My kids were 22 and 23 when I started this life, and they were extremely independent. They had both left Los Angeles where my husband and I were living. One was in Singapore for a year and the other was in Vail, Colorado.

We had never had the kind of relationship that included daily phone calls (until recently, I never even realized that some families do talk to their adult children every day), though both my husband and I had always been there for them when they needed us, and I was more or less a stay-at-home mom until they took off for college. While I was living my nomadic life, I returned to the U.S. at least twice a year and sometimes I stayed for a couple of months.

I didn’t ask my kids or my parents how they felt about my choice to live a nomadic life, and I’m not sure what they would have said if I had. At the time they seemed OK with it. My son came to Bali and New Zealand while I was there, and my daughter spent a month in Guatemala, a few weeks in the Galapagos, four months in Bali, and three weeks in New Zealand. And we traveled in Thailand together.

I was frequently out of telephone communication, but I tried to write every week. I did miss them, but I was living a full life and so were they. Once e-mail came into being, we “talked” frequently.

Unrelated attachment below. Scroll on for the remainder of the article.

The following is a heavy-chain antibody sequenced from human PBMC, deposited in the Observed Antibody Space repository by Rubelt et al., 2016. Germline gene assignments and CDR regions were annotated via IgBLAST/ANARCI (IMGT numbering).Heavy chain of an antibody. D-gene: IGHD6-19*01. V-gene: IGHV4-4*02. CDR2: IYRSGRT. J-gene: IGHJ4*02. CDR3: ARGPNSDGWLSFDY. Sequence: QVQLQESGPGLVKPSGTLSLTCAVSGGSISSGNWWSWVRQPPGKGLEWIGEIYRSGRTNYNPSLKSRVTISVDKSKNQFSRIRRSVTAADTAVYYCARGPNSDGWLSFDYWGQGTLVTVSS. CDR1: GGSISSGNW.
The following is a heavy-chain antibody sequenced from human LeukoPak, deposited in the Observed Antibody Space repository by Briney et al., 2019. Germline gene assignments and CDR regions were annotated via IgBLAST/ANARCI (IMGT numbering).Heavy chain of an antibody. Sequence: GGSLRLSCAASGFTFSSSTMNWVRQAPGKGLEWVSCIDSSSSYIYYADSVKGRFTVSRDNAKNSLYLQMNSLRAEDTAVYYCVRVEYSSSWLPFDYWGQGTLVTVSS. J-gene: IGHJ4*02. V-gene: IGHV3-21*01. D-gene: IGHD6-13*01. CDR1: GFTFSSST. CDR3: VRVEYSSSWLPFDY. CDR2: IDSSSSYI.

It wasn’t until many years later that they told me they wished I had been a more traditional mom, at the other end of a telephone when they needed me. It’s true, I wasn’t there for their crises. Nor was I a part of their daily lives (I’m not sure I would have been if I’d been living in the country). I did miss some important events which I write about in the book. But the kids were close to their father and they do recognize that there are some significant advantages to having a mother who loves her life.

My parents saw me more during my single nomadic years than they had when we were living on different coasts. And when my father died, I took time off from my travels to set up care for my mother, who was suffering from Parkinsons, in her home. I loved the people who cared for my mother. They were kind and caring and responsible. I have even visited their families in Colombia and Argentina, and I am still, five years after my mother’s death, close to several of them. They became my family and my mother’s family for five years. They still are an important part of my life.